NEW YORK: US stocks surged on Friday, with the Dow average hitting a five-week high, after a surprisingly strong durable goods report bolstered investors’ confidence that an economic rebound is on its way and traders snapped up shares hit in Thursday’s sell-off.
The market waffled around unchanged in early trading, but staged a late-day rebound that helped the Dow Jones industrial average post its biggest one-day percentage gain since mid-June and its fourth straight week of gains.
All of the Dow’s 30 blue-chip components were up on Friday with four diverse names – Alcoa Inc, General Electric Co, Intel Corp and Microsoft Corp – posting better than 3% gains.
And 3M Co gained US$2.05, or 1.5%, to US$141.40 – an all-time high for the maker of everything from Post-It notes to fibre-optic connectors.
A government report showed new orders for costly manufactured goods shot up in June at the fastest rate in five months. Orders for durable goods climbed 2.1%, beating forecasts for a 1.0% increase, and fuelling optimism an economic recovery is shaping up.
In another report, the government said sales of new US homes jumped 4.7% to a record pace in June of a seasonally adjusted annual rate of 1.160 million – surprising Wall Street analysts who had expected sales to slip to a rate of 1.120 million.
“People came in in the morning thinking ‘sell’ and once they looked at the economic data, they realised it was better than expected,” said Adam Tracy, director of listed trading at Thomas Weisel Partners.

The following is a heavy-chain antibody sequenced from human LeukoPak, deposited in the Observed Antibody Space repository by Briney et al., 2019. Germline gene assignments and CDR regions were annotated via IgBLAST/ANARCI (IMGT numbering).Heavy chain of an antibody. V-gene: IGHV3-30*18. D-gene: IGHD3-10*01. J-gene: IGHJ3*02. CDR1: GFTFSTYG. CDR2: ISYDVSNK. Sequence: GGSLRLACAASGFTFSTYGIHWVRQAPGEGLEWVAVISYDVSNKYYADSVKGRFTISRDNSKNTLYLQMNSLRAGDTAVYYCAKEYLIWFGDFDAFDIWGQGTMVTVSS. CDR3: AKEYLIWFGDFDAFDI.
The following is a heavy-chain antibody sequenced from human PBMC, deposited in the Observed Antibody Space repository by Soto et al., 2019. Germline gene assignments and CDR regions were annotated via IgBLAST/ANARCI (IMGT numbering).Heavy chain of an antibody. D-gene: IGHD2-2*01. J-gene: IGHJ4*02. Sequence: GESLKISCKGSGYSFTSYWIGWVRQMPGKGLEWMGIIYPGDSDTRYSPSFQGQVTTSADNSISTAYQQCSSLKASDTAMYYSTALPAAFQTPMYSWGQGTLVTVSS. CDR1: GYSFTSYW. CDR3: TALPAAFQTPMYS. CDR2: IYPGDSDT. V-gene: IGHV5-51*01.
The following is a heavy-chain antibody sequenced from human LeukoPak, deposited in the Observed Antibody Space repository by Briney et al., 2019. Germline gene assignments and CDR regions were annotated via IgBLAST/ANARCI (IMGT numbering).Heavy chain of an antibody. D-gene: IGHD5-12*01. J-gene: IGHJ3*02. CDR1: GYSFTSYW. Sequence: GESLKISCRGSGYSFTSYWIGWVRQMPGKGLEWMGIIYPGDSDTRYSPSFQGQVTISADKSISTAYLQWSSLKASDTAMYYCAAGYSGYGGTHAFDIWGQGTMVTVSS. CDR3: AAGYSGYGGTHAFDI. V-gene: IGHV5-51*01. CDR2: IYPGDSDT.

The Dow jumped 172.06 points, or 1.89%, to 9,284.57, its highest close since June 18. The broader Standard & Poor’s 500 Index climbed 17.08 points, or 1.74%, to 998.68, according to the latest available data. The technology-laced Nasdaq Composite Index jumped 29.28 points, or 1.72%, to 1,730.70.
For the week, the Dow rose 1%, the Nasdaq Composite climbed 1.3%, and the S&P 500 advanced 0.5%.
Trading was active, with about 1.4 billion shares traded on the New York Stock Exchange and 1.6 billion shares traded on Nasdaq.
Hopes that the US involvement in Iraq will soon wind down also gave the market a boost after the death of former Iraqi leader Saddam Hussein’s sons and the capture of several men suspected of belonging to his bodyguard unit, traders said.
Those factors helped overshadow forecasts from several tech companies, including JDS Uniphase Corp, the world’s largest supplier of parts that boost the speed and capacity of fibre optic networks, and KLA-Tencor Corp, a leading maker of semi-conductor production gear.
Investors also focused on the bright spots in a mixed bag of corporate scorecards, including diesel engine maker Cummins Inc.
The market fell sharply late Thursday on technical selling, and investors took the opportunity Friday to nibble at beaten-down stocks.
“Every time the market backs off, it seems like buyers come back in on the dip,” said James Volk, managing director of equity trading D.A. Davidson and Co.
“It’s obvious people are looking for excuses to buy stocks.”
Shares of Cummins surged US$7.22, or 19%, to US$45.16 after it reported an unexpected rise in its quarterly earnings on a rebound in diesel engine business revenue.
But after the market’s strong springtime run, with the S&P 500 up about 25% from its 2003 low on March 11, a relatively solid earnings reporting period has largely left investors cold.
In other economic readings, sales of existing US homes edged down 0.3% in June, while inventories jumped to the highest level in nearly 12 years, the National Association of Realtors said.
Existing home sales fell to a seasonally adjusted annual rate of 5.83 million units from a revised 5.85 million rate in May, shy of forecasts for a rate of 6.0 million homes. - Reuters
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